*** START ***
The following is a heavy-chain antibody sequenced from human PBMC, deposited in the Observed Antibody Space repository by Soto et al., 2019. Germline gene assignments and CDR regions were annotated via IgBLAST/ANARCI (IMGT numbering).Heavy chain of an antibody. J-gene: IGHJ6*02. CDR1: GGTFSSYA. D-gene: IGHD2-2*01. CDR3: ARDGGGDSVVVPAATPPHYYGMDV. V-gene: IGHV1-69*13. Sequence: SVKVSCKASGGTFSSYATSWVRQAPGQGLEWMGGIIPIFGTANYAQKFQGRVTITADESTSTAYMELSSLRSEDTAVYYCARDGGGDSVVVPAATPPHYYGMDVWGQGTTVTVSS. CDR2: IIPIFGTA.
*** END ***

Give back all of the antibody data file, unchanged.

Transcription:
The following is a heavy-chain antibody sequenced from human PBMC, deposited in the Observed Antibody Space repository by Soto et al., 2019. Germline gene assignments and CDR regions were annotated via IgBLAST/ANARCI (IMGT numbering).Heavy chain of an antibody. J-gene: IGHJ6*02. CDR1: GGTFSSYA. D-gene: IGHD2-2*01. CDR3: ARDGGGDSVVVPAATPPHYYGMDV. V-gene: IGHV1-69*13. Sequence: SVKVSCKASGGTFSSYATSWVRQAPGQGLEWMGGIIPIFGTANYAQKFQGRVTITADESTSTAYMELSSLRSEDTAVYYCARDGGGDSVVVPAATPPHYYGMDVWGQGTTVTVSS. CDR2: IIPIFGTA.